“Who is like God?”
—–St. Michael the Archangel
As a supporter of much of the good work done by Michael Voris, his recent manifesto with the following proclamation did not really come as a big surprise to me as it has to others:
“ChurchMilitant.TV Will Not Engage in Public Criticism of
Over the years, many good people have literally begged the recent Holy Fathers to clean the Lord’s House via stronger disciplinary actions, removals from offices, and so on,…but I don’t believe Voris ever made similar calls directed at the occupant of Peter’s chair. As such, his proclamation is simply a statement of a position he has maintained as a commentator on the Catholic Church.
Nevertheless, this unnecessary and very weak position is somewhat similar to the approach adopted by many left wing commentators regarding President Obama. Like Voris opines regarding the Pope and ‘possible harm to the Church and potential converts’ from any kind of criticism of Pope Francis, left wing commentators claim that criticizing Obama in any way will cause greater harm to black people and left wing causes. Truth does not matter as much as the leader and the cause du jour.
Voris’ position is that he will continue to criticize the ‘cabinet’ (Members of the Curia), the ‘joint chiefs of staff’ (Members of Bishops’ Conferences, etc.), and ‘generals on the ground’ (Bishops and Cardinals in general), but the ‘commander-in-chief’ (Pope) is untouchable,…even though Voris makes it clear that that any pope can and does make mistakes.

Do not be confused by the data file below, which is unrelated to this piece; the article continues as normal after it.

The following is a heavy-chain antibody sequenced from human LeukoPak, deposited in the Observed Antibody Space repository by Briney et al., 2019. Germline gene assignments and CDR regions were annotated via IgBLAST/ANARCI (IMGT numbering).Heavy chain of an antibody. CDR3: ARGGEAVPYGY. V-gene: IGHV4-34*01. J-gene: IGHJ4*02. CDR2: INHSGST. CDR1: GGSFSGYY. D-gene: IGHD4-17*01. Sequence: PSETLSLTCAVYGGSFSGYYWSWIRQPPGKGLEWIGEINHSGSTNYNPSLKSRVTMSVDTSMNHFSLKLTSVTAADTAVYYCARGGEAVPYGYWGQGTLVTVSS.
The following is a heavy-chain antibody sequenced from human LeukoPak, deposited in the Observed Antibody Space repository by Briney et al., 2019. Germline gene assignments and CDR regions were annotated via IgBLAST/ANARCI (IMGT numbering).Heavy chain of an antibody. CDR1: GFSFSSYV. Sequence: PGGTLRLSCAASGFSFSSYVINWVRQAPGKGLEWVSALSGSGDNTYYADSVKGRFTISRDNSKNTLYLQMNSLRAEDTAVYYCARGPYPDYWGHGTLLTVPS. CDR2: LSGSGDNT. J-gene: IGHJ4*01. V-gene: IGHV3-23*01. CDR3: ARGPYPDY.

Voris simply does not understand the call to also imitate Christ regarding appropriate criticism of the pope, and the secondary call to also imitate the example of the Saints in this regard. If Our Lord could and did criticize the first pope, and if St. Paul could and did criticize the first pope (and such criticisms are memorialized in the Scriptures, thereby making the criticisms Public and Present at all times), then others can imitate them and criticize the Holy Father in an appropriate manner prescribed by Church teachings. Our Lord and St. Paul did not back away from so criticizing Pope Peter because of concerns that ‘such criticisms could possibly harm the Church and potential converts.’
So as Our Lord, St. Paul, and others clearly demonstrate, it is the Truth above all else that must be defended, even if this entails criticizing the Holy Father in his decisions that are not protected by the Holy Spirit. Moreover, if criticizing the Holy Father in an appropriate way can better serve the Truth, to not do so can actually cause more harm to the Church.